Today’s post is from Jennifer McCarrick, who works for a holistic dental practice in Miami, FL. I've written about oil pulling, so I thought this would be a great follow up topic that everyone can benefit from.
You’re probably aware of the most dangerous foods for your oral health – most notably, sugar-laden candies and acidic beverages like soda. But what are the foods that can actually restore tooth enamel, prevent decay, and keep bacteria at bay?
Here are 10 natural foods to incorporate into your diet if you would like to start a holistic approach to good oral health.
Carrots are low-acidic veggies that contain high amounts of fiber. Any fruit or vegetable with a similar makeup is commonly referred to as a “dental detergent.” As you chew, these super foods actually scrub away leftover debris, leaving your teeth and gums clean without having to brush after every meal. Carrots are also a good source of beta-carotene, the red orange pigment that the body converts to retinol, or Vitamin A. Vitamin A is a nutrient necessary for making and maintaining healthy teeth.
2. Raw Onion
Red onions are known to do a number on your breath, but the antibacterial properties found in their makeup are great for keeping mouths clean. Fighting bacteria is the best way to prevent cavities and other oral infections. Just make sure to eat them in small amounts and only when you aren’t planning for a big meeting or date. If you absolutely can’t stand raw onions, cooking them is better than eliminating altogether. Be aware that high heat breaks down nutrient density, so the overall effect of cooked onions on oral health is diminished.
Fresh ginger root is known for being an anti-inflammatory digestive aid, but it can also be used to treat common mouth ailments. To heal a toothache naturally, scrub the outer skin of ginger root with a vegetable brush. Then, cut a ½ inch thick piece from the main root with a pairing knife. Peel the skin and place the ginger directly underneath the aching tooth. Bite down and allow the ginger juice to surround the affected area. Swish the juice with your tongue and chew once the piece has softened. After chewing for five minutes, either swallow or spit the remaining pulp. Repeat multiple times a day as needed.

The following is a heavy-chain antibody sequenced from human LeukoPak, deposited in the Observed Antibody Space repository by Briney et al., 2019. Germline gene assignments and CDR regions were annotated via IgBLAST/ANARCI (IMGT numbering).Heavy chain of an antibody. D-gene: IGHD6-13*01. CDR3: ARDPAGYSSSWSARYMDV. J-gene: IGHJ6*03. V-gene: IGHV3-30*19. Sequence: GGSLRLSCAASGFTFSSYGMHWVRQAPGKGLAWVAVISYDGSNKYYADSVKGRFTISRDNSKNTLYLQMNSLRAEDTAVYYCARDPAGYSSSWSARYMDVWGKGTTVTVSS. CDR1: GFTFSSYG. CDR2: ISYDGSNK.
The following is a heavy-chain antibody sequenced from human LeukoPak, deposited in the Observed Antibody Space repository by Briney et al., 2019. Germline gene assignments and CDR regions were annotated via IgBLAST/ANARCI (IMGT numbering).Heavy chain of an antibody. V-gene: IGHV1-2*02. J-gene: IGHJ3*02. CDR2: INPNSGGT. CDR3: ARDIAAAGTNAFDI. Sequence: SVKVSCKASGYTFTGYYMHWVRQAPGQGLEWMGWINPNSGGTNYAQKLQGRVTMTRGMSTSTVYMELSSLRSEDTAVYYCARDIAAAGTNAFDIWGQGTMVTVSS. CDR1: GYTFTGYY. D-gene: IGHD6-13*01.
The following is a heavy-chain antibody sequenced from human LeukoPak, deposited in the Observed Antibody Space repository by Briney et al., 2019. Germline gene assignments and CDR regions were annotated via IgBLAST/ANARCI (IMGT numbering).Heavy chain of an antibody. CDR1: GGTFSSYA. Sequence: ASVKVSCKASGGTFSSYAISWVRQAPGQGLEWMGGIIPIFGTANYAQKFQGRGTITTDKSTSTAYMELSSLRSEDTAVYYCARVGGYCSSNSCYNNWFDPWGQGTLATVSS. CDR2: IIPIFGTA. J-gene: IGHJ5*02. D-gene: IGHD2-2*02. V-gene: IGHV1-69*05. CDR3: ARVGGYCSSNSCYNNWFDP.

These tart berries contain high amounts of polyphenols, which prevent plaque from sticking to teeth. The number one cause of cavities is plaque buildup, so chewing on fresh cranberries can help with this issue. Be careful about buying big brand cranberry juice as most contain added sugar, a beverage commonly referred to as “cranberry juice cocktail.”
Spinach has both calcium and phosphorous, two highly important minerals for a healthy mouth. Spinach also raises the pH levels in the human body to fight the bad bacteria most commonly associated with high-protein diets.
A study cited in the Journal of the American Dietetic Association, shows that the omega-3s fish oils (specifically DHA) found in salmon reduce the risk of periodontitis. Periodontitis damages both gums and the bones that support your teeth; so preventing this disease is crucial to keeping your mouth healthy. Salmon is also rich in Vitamin D, which has been shown to minimize the risk of tooth decay by 50 percent.
Water isn’t necessarily a food, but it does make up over half of both men’s and women’s bodies. Drinking plenty of water – at least 8 cups a day – flushes bacteria out of your mouth and reduces your risk of gum disease and plaque-related disorders. Plus, regular rinsing and flushing promotes fresh breath.
Much like carrots, apples are considered a dental detergent. But be careful to limit your intake of acidic fruits since they can erode tooth enamel and leave you susceptible to advanced oral complications.
The outer shell of cashews contains oils that have been proven to fight bacteria in the mouth. As previously mentioned, bacteria is one of the major causes of tooth decay. Although high in fat, cashews contain a lower percentage than other popular nuts, including almonds, walnuts, peanuts, and pecans.
10. Dark Chocolate
According to an Osaka University research study, the husk of the cocoa bean has anti-bacterial properties that might significantly reduce the incidence of plaque, bacteria, and tooth decay. However, these benefits are only associated with raw cocoa and not the processed milk chocolate typically seen in grocery store candy bars. Additionally, dark chocolate still contains sugar, so you must keep up a brushing and flossing regimen so leftover sugar doesn’t rot your smile.
While all of these foods are considered “raw,” make sure to incorporate other types of nutrient-dense substances in your diet. Eating an entirely raw diet might be too powerful on the enamel and subsequently cause it to wear down overtime. Without strong enamel, you risk tooth decay and gum disease.
Jennifer McCarrick is a Media Coordinator at Assure A Smile. She holds a Bachelor’s of Journalism from the University of Wisconsin and enjoys writing about everything from holistic practices to general healthcare. Follow Assure A Smile on Twitter.